DISCOVER
×

How to hang a garden gate

Updated February 21, 2017

Hanging a garden gate is a simple three-step job that a novice handyman can complete in about an hour. Once you decide which side of the gate will be hinged, you affix the hinges to the gate. You place the gatein position, level it and screw the hinges to the gate post. Although a wide variety of hinge-types are available, standard T-type hinges are simple to install on just about any wooden gate and gate post. This job requires no special tools or advanced carpentry skills.

Test-fit the gate between the gate posts to determine which way the gate will swing and on which side of the gate you will mount the hinges.

Lay the gate on a flat surface, hinge-side up. Position the hinges on the gate where they will be installed. For secure installation, screw the strap portion of the hinges into the gate's rails. Align the edges of the hinge straps with the lateral edge of the gate so the pivoting portions extend just past the edge of the gate.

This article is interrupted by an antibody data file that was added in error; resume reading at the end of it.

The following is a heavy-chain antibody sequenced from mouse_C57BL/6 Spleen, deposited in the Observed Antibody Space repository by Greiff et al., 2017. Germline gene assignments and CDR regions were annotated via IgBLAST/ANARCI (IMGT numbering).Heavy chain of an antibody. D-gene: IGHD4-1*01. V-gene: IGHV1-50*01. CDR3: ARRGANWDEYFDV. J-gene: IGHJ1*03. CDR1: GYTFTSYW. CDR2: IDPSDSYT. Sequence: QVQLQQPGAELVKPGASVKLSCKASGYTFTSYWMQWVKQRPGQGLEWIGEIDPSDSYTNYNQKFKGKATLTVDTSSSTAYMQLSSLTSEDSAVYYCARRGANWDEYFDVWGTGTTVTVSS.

Screw the straps of the hinges in place, using a drill and driver bit.

Center the gate between the gate posts with the hinged side of the gate flush with the gate posts. Use scrap wood to raise the gate off the ground 1 to 2 inches, as desired, so the gate will swing freely when opening and closing. Level the top rail of the gate with a carpenter's level.

Tap shims between the gate and gate posts to hold it in place with a mallet. Recheck for level and add shims, as needed, until the gate is held firmly in place.

Pivot the screw plates of the hinges so they are flush with the gate posts. Screw the plate in place, using a drill and driver bit. Use a mallet to knock the shims from the spaces between the gate and the gate post. Remove the scrap lumber beneath the gate.

Things You'll Need

  • T-type hinge kits, including screws
  • Scrap lumber
  • Carpenter's level
  • Wooden shims
  • Mallet
  • Drill with drilling and driving bits
bibliography-icon icon for annotation tool Cite this Article

About the Author

Denise Nyland "Denisen" is a long term resident of Panama City, Fla. She studied radiologic sciences and education and has published articles in multiple professional journals and contributed to various educational texts.